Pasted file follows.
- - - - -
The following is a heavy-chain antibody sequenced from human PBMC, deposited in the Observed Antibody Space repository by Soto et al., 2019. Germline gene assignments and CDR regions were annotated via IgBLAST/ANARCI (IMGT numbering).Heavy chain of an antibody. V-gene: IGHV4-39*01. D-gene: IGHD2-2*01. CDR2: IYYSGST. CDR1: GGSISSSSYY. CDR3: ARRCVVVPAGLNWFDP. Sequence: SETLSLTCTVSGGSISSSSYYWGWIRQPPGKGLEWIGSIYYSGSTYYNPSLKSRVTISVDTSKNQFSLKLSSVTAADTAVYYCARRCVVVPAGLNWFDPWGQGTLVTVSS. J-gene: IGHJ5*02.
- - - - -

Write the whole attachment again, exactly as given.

The following is a heavy-chain antibody sequenced from human PBMC, deposited in the Observed Antibody Space repository by Soto et al., 2019. Germline gene assignments and CDR regions were annotated via IgBLAST/ANARCI (IMGT numbering).Heavy chain of an antibody. V-gene: IGHV4-39*01. D-gene: IGHD2-2*01. CDR2: IYYSGST. CDR1: GGSISSSSYY. CDR3: ARRCVVVPAGLNWFDP. Sequence: SETLSLTCTVSGGSISSSSYYWGWIRQPPGKGLEWIGSIYYSGSTYYNPSLKSRVTISVDTSKNQFSLKLSSVTAADTAVYYCARRCVVVPAGLNWFDPWGQGTLVTVSS. J-gene: IGHJ5*02.